Inclusive marketing has long been on the rise, but in 2020, it’s more important than ever.
As social justice issues have been thrust into the limelight this year and companies continue to be publicly called out on social media for their lack of diversity, it’s no surprise that the majority of today’s consumers are actively seeking out businesses that understand the genuine importance of inclusion on all levels.
In fact, 7 out of 10 millennials say that they’re more likely to choose one brand over another if that brand more clearly demonstrates diversity and inclusion.
A few other stats that make the case for inclusive marketing:
- 88% of consumers believe that businesses have a responsibility to foster positive social change.
- Ads that are considered progressive and/or inclusive are found to be 25% more effective than ads that are not.
- 64% of consumers in a 2019 study took some action after seeing an ad they considered to be diverse or inclusive.
Bottom line: Consumers no longer think only about themselves. Promoting inclusion in your marketing strategy is more than just the right thing to do— it’s actually proven to help increase brand trust, which is a major conversion driver.
So what can you, as a small business, do to ensure that your messaging is as inclusive as possible? Here are 4 crucial steps to help you get started:
1) Research Your Audience
It’s a given that you should respect everyone, but inclusive marketing doesn’t necessarily mean that you need to address groups that have no relevance to the services or products you offer. For example, women wouldn’t be the target audience for a niche beard-care company, and single college students who don’t have any kids wouldn’t be the ideal customers for a boutique that only sells baby-sized Bills apparel. (Even though one could make the case that they might have adorable nieces and/or nephews, right?)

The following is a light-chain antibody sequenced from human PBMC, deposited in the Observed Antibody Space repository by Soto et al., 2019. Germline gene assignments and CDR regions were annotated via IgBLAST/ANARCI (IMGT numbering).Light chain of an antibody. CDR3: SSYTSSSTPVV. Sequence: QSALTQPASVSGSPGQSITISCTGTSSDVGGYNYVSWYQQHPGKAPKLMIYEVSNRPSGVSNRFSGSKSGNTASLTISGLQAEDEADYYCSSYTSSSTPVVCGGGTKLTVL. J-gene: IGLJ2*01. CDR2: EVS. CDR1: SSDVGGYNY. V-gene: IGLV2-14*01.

Jokes aside, we always recommend digging into your audience’s demographics. Knowing 1) who your ideal audience is, 2) who your audience actually is, and 3) whether or not those groups currently overlap is key to understanding who exactly your business needs to speak to. From there, you can better ensure that the diverse characteristics that are important to your audience are properly represented and reflected in your marketing.
2) Be Intentional With Your Language
Once you’ve identified who exactly your audience is, the next step is to look at how you communicate and interact with them through your marketing messages— more specifically, through the words you use to craft those messages.
Businesses should always aim to use inclusive language in their marketing, or words that are free from stereotypes, appropriation, discrimination, and negative or harmful messages in general, because you never want your audience to feel excluded, overlooked, or hurt. Using gender-neutral pronouns, for example, is shown to reduce mental biases and ensure that transgender and nonbinary customers feel seen. (More examples of inclusive language and the specific words to use in various contexts can be found in this comprehensive Inclusive Language Guide.)
It might seem like a small detail to choose one word over another, but inclusive language shows that you’re actively acknowledging the diversity of your audience. In fact, it’s so important that earlier this year, Dictionary.com rolled out their biggest update to date, which included reviewing and revising over 15,000 entries.
“How words are entered into the dictionary— especially words concerning our personal identities— have real effects on real people in the real world,” the Dictionary.com team said in an article. “A great many of these entries we’ve updated address topics that touch all of us on the most personal levels: race and ethnicity, gender and sexuality, health and wellness.”